Liberal leader Tony Abbott’s remarks on national television that he doesn’t always tell the ‘gospel truth’ in the heat of political battle have caused a stir in federal politics.

While shadow treasurer Joe Hockey defended the comments, Labor members seized on the opportunity to question Abbott’s credibility.

Lizzie Stafford reports.

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TRANSCRIPT

Tony Abbott last night admitted he sometimes says things that are not ‘absolutely correct’.

Tony Abbott, Opposition Leader: “Sometimes in the heat of discussion you go a little bit further than you would if it was an absolutely calmed, considered, scripted remark.”

It was a statement he says was made with good intention.

Tony Abbott, Opposition Leader: “I try to be fair dinkum with the Australian public, I really do, and last night I was trying to be fair dinkum with Kerry O’Brien.”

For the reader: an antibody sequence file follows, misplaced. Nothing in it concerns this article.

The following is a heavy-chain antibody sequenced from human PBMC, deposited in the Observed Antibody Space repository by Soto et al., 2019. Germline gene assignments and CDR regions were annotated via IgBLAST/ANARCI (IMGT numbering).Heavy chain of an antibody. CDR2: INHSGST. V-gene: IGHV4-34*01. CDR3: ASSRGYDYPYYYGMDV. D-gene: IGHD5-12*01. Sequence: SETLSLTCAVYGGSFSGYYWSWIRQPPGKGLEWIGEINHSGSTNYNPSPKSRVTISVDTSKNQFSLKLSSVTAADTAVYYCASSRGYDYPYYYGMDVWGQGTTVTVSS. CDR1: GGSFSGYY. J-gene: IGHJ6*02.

Certainly, Joe Hockey would agree last night defending the opposition leader.

Joe Hockey, Shadow Treasurer: “The thing about Tony Abbott is is he’s a straight talker.”

But senior Labor figures were quick on the attack.

Lindsay Tanner says the comments are a cop out arguing politicians must be held accountable for their words.

Lindsay Tanner, Finance Minister: “For the first time in Australia’s history we’ve got a political leader saying ‘don’t trust what I say, get it in writing’.”

But Tanner then managed to prove Abbott’s point.

He denied making comments two months ago that increasing superannuation payments would reduce take-home pay.

Lindsay Tanner, Finance Minister: “The fact that your employer is forced to put in an extra three per cent in your super means that money that otherwise could have gone into your wages is going into your super. I’m not going to accept that there’s been a backflip.”

Lizzie Stafford, QUT News